Open Systems' SASE tech wins TechTarget innovation award
Open Systems' SASE platform helped tens of thousands of workers gain secure remote access during the COVID-19 crisis. Learn more about our new Network Innovation Award winner.
In March 2020, as stay-at-home orders swept the U.S. in an effort to curtail the spread of the COVID-19 pandemic, many enterprises found themselves faced with an unprecedented technological challenge: enable secure, remote connectivity for millions of employees, practically overnight.
Secure Access Service Edge (SASE) provider Open Systems moved quickly to deploy more than 200 remote access entry points at the network edge, enabling 60,000 new users to connect remotely in a single two-week period.
SASE, a term coined by Gartner in 2019, refers to a cloud-based security fabric that decentralizes access to on-premises network resources and cloud services. Rather than the traditional hub-and-spoke network model, SASE provides users with secure, identity-based access to applications at the edge, without having to route through a primary data center that sits at the center of the WAN. Because it delivers scalable, on-demand security services via the cloud -- in Open Systems' case, Microsoft Azure -- analysts say SASE technology is often significantly faster and easier to deploy than traditional, hardware-based alternatives.
SearchNetworking spoke to Silvan Tschopp, head of solution architecture, to learn more about Open Systems' SASE platform -- the latest winner of TechTarget's Network Innovation Award.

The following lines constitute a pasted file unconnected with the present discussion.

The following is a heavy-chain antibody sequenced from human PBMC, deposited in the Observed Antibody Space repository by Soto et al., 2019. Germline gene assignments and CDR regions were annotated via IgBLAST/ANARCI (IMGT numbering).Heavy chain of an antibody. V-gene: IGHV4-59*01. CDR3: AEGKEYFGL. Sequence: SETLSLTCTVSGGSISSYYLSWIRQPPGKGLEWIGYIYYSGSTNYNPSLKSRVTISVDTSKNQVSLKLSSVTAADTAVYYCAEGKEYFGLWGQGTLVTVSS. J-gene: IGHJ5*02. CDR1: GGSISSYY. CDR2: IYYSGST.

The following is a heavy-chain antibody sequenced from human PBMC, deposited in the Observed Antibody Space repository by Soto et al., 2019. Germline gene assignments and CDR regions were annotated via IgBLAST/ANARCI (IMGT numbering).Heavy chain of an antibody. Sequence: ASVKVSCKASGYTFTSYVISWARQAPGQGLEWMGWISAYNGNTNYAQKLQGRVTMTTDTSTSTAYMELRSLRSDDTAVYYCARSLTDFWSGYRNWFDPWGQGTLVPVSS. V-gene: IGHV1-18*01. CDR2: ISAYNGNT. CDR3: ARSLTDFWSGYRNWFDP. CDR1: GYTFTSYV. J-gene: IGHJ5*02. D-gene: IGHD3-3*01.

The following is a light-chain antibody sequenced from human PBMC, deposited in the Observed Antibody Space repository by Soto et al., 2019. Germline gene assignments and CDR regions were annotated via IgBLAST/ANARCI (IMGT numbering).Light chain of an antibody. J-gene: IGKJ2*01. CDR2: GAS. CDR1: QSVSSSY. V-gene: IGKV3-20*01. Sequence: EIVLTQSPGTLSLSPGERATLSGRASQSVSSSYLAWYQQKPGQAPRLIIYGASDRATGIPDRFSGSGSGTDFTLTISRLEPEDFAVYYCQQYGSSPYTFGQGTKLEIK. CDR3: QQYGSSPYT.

Editor's note: This interview has been lightly edited for length and clarity.
What problem or challenge does Open Systems' SASE platform address?
Silvan Tschopp: Traditionally, networks have been very data center-centric and inflexible. SD-WAN [software-defined WAN] is a response to this -- it's a network model that better meets the demands of digital transformation, with easier connectivity to the cloud. But the problem is that, when you're connected to the internet, you're also suddenly exposed to all the threats out there, so we believe that you cannot attack an SD-WAN project without also having security in mind.
Traditionally, you've had to think about security only in a central data center, but suddenly, you need to execute a distributed, decentralized security posture on a global scale. That's a huge challenge. And that's where we come in, by providing a SASE platform that ties together SD-WAN with the security piece. We deliver everything as a service and support customers as they move from a data center-centric network to a future-ready network that connects users to the cloud while staying security-compliant.
How does Open Systems' SASE model offer an advantage in a global pandemic scenario, as with COVID-19?